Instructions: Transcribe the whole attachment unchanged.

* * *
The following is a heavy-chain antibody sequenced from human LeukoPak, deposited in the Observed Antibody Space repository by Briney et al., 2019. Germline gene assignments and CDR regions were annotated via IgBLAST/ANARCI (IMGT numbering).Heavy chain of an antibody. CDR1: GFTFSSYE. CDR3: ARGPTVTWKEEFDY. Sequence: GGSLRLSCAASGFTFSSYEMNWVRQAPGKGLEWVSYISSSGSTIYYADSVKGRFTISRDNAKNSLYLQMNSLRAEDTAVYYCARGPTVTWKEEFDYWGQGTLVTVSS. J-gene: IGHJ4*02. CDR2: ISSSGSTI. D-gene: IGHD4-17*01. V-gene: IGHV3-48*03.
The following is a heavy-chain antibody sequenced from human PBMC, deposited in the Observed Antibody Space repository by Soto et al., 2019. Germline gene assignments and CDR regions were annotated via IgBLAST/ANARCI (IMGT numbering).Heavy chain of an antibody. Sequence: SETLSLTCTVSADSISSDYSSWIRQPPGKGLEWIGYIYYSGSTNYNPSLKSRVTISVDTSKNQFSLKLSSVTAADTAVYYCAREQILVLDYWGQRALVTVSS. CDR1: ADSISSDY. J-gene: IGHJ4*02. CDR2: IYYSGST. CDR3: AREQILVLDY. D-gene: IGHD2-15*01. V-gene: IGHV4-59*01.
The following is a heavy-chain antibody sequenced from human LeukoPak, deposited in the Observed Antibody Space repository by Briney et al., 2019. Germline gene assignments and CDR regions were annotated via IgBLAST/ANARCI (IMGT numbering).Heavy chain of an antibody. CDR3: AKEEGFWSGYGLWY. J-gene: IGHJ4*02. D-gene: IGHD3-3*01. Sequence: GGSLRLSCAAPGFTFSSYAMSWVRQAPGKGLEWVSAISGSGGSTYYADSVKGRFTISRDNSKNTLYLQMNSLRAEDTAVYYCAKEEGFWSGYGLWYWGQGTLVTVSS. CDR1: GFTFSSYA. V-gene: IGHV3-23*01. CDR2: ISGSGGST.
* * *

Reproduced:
The following is a heavy-chain antibody sequenced from human LeukoPak, deposited in the Observed Antibody Space repository by Briney et al., 2019. Germline gene assignments and CDR regions were annotated via IgBLAST/ANARCI (IMGT numbering).Heavy chain of an antibody. CDR1: GFTFSSYE. CDR3: ARGPTVTWKEEFDY. Sequence: GGSLRLSCAASGFTFSSYEMNWVRQAPGKGLEWVSYISSSGSTIYYADSVKGRFTISRDNAKNSLYLQMNSLRAEDTAVYYCARGPTVTWKEEFDYWGQGTLVTVSS. J-gene: IGHJ4*02. CDR2: ISSSGSTI. D-gene: IGHD4-17*01. V-gene: IGHV3-48*03.
The following is a heavy-chain antibody sequenced from human PBMC, deposited in the Observed Antibody Space repository by Soto et al., 2019. Germline gene assignments and CDR regions were annotated via IgBLAST/ANARCI (IMGT numbering).Heavy chain of an antibody. Sequence: SETLSLTCTVSADSISSDYSSWIRQPPGKGLEWIGYIYYSGSTNYNPSLKSRVTISVDTSKNQFSLKLSSVTAADTAVYYCAREQILVLDYWGQRALVTVSS. CDR1: ADSISSDY. J-gene: IGHJ4*02. CDR2: IYYSGST. CDR3: AREQILVLDY. D-gene: IGHD2-15*01. V-gene: IGHV4-59*01.
The following is a heavy-chain antibody sequenced from human LeukoPak, deposited in the Observed Antibody Space repository by Briney et al., 2019. Germline gene assignments and CDR regions were annotated via IgBLAST/ANARCI (IMGT numbering).Heavy chain of an antibody. CDR3: AKEEGFWSGYGLWY. J-gene: IGHJ4*02. D-gene: IGHD3-3*01. Sequence: GGSLRLSCAAPGFTFSSYAMSWVRQAPGKGLEWVSAISGSGGSTYYADSVKGRFTISRDNSKNTLYLQMNSLRAEDTAVYYCAKEEGFWSGYGLWYWGQGTLVTVSS. CDR1: GFTFSSYA. V-gene: IGHV3-23*01. CDR2: ISGSGGST.